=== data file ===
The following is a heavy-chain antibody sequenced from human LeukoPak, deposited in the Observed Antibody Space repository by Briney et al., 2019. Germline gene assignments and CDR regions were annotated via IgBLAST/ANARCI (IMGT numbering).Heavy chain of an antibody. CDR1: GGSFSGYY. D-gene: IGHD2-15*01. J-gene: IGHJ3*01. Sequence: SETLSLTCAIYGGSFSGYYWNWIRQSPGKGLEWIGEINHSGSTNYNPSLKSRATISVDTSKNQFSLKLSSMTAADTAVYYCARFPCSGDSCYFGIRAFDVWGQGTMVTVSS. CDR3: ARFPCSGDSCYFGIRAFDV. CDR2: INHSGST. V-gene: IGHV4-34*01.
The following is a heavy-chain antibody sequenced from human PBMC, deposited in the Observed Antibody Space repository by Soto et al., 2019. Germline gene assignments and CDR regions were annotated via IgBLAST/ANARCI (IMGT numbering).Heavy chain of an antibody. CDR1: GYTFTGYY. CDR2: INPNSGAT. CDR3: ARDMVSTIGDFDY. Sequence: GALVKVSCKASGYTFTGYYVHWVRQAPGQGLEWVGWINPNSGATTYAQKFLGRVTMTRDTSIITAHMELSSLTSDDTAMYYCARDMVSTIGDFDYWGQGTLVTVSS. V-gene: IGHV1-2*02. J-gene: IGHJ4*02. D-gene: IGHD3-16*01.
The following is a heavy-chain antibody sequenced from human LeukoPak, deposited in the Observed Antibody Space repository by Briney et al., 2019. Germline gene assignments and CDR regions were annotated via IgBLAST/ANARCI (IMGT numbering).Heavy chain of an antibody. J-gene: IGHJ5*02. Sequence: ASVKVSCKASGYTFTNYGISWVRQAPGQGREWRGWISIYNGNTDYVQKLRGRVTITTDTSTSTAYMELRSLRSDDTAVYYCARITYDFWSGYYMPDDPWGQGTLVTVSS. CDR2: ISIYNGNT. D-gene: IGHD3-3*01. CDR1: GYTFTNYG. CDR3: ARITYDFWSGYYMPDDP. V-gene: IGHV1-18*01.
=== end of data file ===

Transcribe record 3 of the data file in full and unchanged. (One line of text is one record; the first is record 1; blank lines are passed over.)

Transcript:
The following is a heavy-chain antibody sequenced from human LeukoPak, deposited in the Observed Antibody Space repository by Briney et al., 2019. Germline gene assignments and CDR regions were annotated via IgBLAST/ANARCI (IMGT numbering).Heavy chain of an antibody. J-gene: IGHJ5*02. Sequence: ASVKVSCKASGYTFTNYGISWVRQAPGQGREWRGWISIYNGNTDYVQKLRGRVTITTDTSTSTAYMELRSLRSDDTAVYYCARITYDFWSGYYMPDDPWGQGTLVTVSS. CDR2: ISIYNGNT. D-gene: IGHD3-3*01. CDR1: GYTFTNYG. CDR3: ARITYDFWSGYYMPDDP. V-gene: IGHV1-18*01.